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Why Hollywood Will Never Look the Same Again on Film: LEDs Hit the Streets of LA & NY

cleantechnica led street lighting lights lamps sodium vapor mercury clean green la los angelesAfter Michael Mann set out to direct Collateral, the story’s setting moved from New York to Los Angeles. This decision was in part motivated by the unique visual presence of the city — especially the way it looked at night. Mann shot a majority of the film in HD (this was 2004), feeling the format better captured the city’s night lighting. Even the film’s protagonist taxi needed a custom coat to pick up different sheens depending on the type of artificial lighting the cab passed beneath. That city, at least as it appears in Collateral and countless other films, will never be the same again. L.A. has made a vast change-over to LED street lights, with New York City not far behind. Read on for why Hollywood will never look the same again — on film or otherwise.

Here’s the trailer for Collateral if you need a visual refresher:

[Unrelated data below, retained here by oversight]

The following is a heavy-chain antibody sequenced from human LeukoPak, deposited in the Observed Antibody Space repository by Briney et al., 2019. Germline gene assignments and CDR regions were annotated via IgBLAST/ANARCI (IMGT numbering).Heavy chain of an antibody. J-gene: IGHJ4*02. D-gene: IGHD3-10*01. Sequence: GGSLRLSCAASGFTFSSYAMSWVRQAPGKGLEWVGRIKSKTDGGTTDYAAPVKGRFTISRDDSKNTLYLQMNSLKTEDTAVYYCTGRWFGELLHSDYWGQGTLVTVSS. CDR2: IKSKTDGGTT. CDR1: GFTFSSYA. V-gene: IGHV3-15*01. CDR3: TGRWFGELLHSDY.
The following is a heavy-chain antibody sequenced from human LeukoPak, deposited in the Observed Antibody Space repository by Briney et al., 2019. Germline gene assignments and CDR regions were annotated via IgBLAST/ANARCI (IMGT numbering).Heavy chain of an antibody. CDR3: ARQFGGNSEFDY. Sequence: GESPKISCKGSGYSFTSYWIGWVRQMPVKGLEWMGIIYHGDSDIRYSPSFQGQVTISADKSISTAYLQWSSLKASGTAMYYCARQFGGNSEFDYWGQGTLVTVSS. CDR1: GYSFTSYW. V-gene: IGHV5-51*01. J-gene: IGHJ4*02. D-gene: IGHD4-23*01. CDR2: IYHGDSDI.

Mann chose to shoot HD because of how the format rendered the story’s setting. Considering that Collateral takes place over the course of a single night, its portrayal of LA’s nocturnal landscape is integral to the film. Due to the city’s recent retrofit of over 140,000 street lights, that nocturnal landscape has changed forever.

LA Goes LED


Environmentally speaking, this is a good thing — though it’s easy to get a little nostalgic to put the implications of this retrofit into perspective. In a sense, every night exterior LA-shot film previous to this change is rendered a sort of anthropological artifact, an historical document of obsolete urban infrastructure.

Justin Gerdes has written a ton for Forbes about LED lighting and its benefits to cities big and little, including the following in September: “On June 18, Mayor Antonio Villaraigosa announced [PDF] the completion of the first phase of the project, with LED fixtures installed on 141,089 street lights.” He goes on to say (my own emphasis):

The City of Los Angeles estimates it will see at least $7 million in electricity savings and $2.5 million in avoided maintenance costs annually with the switch to LED street lights. Street lighting can account for up to 40% of a city’s electricity bill, according to Eric Woods, writing at the Navigant Research blog. The LED fixtures used in Los Angeles, which include Cree’s XSP series and LEDway series, Hadco’s RX series, and Leotek’s GC series, consume about 63% less electricity, and last much longer, than the high-pressure sodium (HPS) fixtures they replaced.

The ecological and economic benefits are rather astounding — but the transition to LEDs has another unique effect, and one that’s specific to filmmakers. Let’s first take a look at what LA has ‘lost’ before we check out what it’s gained, and why it could make a difference on camera.